» This Story:Read +|Watch +| Comments
1996 SHOOTING

With Help of Killer, Woman's Remains May Soon Be Found

Michael Dickerson, who admitted that he shot Shaquita Bell in 1996 and hid her remains in rural Prince George's County, has yet to find the wooded spot where he dug her grave.
Discussion Policy
Comments that include profanity or personal attacks or other inappropriate comments or material will be removed from the site. Additionally, entries that are unsigned or contain "signatures" by someone other than the actual author will be removed. Finally, we will take steps to block users who violate any of our posting standards, terms of use or privacy policies or any other policies governing this site. Please review the full rules governing commentaries and discussions. You are fully responsible for the content that you post.
Washington Post Staff Writer
Saturday, October 25, 2008; Page B03

Two weeks before she disappeared in 1996, Shaquita Bell told D.C. homicide detectives that she heard her boyfriend describe how he fatally shot a man in a gunfight. Police later suspected that the boyfriend, Michael Dickerson, killed Bell to prevent her from testifying against him. And for years, they tried in vain to find her body.

This Story

Now, with Dickerson's help, they might be close to ending the mystery.

Dickerson, charged in January with murder, is nearing the end of a prison term for a weapons offense. He earlier served more than eight years for assaulting Bell with a gun shortly before she vanished. Last week, he admitted in D.C. Superior Court that he shot Bell in Southeast Washington in June 1996, wrapped her body in a blanket, put it in a car trunk, drove to woods and buried it in a deep hole.

And as part of a plea bargain, Dickerson, 39, agreed to help police find her remains. Bell's anguished mother, Jackie Winborne, who has urged police over the years to keep looking for her, said yesterday that Dickerson has led investigators to a wooded area in Fort Washington.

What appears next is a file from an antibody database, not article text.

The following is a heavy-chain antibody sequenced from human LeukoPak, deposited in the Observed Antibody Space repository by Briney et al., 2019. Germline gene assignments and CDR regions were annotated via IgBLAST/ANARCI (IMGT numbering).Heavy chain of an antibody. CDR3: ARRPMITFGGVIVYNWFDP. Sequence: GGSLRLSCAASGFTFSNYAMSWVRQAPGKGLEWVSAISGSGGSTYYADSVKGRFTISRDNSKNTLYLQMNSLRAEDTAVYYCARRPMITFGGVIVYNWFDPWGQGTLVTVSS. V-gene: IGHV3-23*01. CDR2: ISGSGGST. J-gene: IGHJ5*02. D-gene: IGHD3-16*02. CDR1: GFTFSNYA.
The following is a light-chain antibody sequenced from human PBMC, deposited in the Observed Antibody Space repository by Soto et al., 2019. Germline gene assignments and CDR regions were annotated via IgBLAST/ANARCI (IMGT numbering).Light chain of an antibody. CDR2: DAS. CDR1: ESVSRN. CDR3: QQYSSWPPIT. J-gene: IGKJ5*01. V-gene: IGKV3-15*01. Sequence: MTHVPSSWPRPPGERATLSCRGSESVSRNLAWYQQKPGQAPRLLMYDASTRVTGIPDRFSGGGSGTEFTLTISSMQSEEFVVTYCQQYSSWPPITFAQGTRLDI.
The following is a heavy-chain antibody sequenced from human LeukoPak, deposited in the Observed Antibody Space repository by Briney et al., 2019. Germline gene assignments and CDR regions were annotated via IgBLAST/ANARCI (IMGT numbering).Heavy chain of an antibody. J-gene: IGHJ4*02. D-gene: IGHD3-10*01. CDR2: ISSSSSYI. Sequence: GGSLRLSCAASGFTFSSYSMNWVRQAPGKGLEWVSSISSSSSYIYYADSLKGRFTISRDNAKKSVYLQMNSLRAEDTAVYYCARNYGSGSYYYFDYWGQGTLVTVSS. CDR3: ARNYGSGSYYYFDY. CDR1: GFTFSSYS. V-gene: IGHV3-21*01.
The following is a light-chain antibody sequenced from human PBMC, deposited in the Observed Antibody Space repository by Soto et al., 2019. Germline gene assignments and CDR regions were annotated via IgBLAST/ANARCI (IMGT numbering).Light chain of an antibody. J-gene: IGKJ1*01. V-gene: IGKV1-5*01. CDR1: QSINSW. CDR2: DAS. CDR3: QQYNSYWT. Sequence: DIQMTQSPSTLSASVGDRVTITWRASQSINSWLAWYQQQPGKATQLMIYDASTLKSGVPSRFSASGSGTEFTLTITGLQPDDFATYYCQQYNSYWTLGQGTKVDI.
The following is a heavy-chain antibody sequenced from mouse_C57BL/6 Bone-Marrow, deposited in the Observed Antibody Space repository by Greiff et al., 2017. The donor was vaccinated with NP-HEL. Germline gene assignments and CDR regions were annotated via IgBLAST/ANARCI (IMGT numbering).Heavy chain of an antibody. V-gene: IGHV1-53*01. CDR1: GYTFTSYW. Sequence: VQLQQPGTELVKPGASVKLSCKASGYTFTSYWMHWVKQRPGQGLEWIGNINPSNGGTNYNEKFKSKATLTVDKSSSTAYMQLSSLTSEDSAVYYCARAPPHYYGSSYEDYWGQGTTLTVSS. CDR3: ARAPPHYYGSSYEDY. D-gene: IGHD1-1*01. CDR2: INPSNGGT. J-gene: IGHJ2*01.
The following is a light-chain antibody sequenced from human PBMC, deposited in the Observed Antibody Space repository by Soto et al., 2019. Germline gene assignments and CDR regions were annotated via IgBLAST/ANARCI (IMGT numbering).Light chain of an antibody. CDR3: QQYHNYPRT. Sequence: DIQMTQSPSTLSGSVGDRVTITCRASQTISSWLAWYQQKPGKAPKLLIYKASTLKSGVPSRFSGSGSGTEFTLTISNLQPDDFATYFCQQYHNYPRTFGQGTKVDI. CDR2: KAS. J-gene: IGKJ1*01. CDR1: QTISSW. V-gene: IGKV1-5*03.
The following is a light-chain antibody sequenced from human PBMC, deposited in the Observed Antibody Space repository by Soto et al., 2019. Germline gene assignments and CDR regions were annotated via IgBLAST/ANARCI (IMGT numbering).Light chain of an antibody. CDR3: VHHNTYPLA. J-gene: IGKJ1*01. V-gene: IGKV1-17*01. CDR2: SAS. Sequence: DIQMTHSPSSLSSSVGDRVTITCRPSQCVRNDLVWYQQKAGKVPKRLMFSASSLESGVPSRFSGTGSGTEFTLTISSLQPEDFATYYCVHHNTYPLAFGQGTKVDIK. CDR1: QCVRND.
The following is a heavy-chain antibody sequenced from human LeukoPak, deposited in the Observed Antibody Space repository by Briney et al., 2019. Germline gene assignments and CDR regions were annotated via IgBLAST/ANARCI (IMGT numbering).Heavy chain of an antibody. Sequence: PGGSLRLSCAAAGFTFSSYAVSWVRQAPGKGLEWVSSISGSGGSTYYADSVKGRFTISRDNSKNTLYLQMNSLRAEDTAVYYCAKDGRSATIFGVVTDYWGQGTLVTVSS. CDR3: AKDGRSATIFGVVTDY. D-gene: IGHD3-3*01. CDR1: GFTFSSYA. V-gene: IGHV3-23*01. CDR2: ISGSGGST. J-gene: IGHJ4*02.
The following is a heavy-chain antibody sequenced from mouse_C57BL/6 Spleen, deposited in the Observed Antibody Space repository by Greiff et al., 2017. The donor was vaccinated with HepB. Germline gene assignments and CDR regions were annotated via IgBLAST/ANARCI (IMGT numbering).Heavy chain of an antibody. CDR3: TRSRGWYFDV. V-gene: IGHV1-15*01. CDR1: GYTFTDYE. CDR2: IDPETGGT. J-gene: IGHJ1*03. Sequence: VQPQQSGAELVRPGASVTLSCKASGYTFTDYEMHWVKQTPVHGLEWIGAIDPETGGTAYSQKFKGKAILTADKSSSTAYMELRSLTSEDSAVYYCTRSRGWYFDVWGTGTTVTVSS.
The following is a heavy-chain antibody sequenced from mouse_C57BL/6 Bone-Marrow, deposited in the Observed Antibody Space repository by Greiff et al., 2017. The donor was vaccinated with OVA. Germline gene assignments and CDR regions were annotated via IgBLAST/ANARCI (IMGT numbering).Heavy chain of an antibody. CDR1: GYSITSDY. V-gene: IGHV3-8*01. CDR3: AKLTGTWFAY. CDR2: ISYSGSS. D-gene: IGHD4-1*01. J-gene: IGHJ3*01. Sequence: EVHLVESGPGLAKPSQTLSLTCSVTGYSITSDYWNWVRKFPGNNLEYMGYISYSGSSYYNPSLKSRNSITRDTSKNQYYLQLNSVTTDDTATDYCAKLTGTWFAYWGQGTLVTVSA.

But Bell's body has not turned up.

"It would mean the completion of things after all this time," Winborne, of Alexandria, said by telephone. "We just didn't know what was going to happen at first, whether she'd return home or if she had, in fact, been murdered. We know she was murdered now. So finding her would finalize things, at least.

"If we find her, then I'll be satisfied," she said. "But that hasn't happened yet."

Bell, a bakery clerk at a Giant supermarket, was a mother of three. "She'd be 35 now," Winborne said.

D.C. Police Chief Cathy L. Lanier disclosed during an appearance Thursday on News Channel 8 that Dickerson was helping police look for the body.

"Her mother, Jackie, for the last 12 years, every year in June [she] came to police headquarters and protested," Lanier said. "She kept her daughter's murder very much in the forefront."

Describing the search as "an arduous process," even with Dickerson's help, the chief said: "For Shaquita Bell's family, there is nothing more important than recovering her. And for us -- and we are presently looking -- if we recover Shaquita, it'll be the best day in 18 years of law enforcement for me."

Dickerson pleaded guilty Oct. 16 to second-degree murder in Bell's death. In return, prosecutors will recommend a sentence of 15 years in prison without parole eligibility. In addition, Dickerson admitted culpability for the fatal shooting that Bell heard him talking about. As part of the plea deal, he will not be prosecuted for that slaying, which occurred during a shootout in Southeast.


CONTINUED     1        >

» This Story:Read +|Watch +| Comments

More in the D.C. Section

Fixing D.C. Schools

Fixing D.C. Schools

The Washington Post investigates the state of the schools and the lessons of failed and successful reforms.

Neighborhoods

Neighborhoods

Use Neighborhoods to learn about Washington, D.C., Maryland and Virginia communities.

Top High Schools

Top High Schools

Jay Mathews identifies the nation's most challenging high schools and explains why they're best.

FOLLOW METRO ON:
Facebook Twitter RSS
|
GET LOCAL ALERTS:
© 2009 The Washington Post Company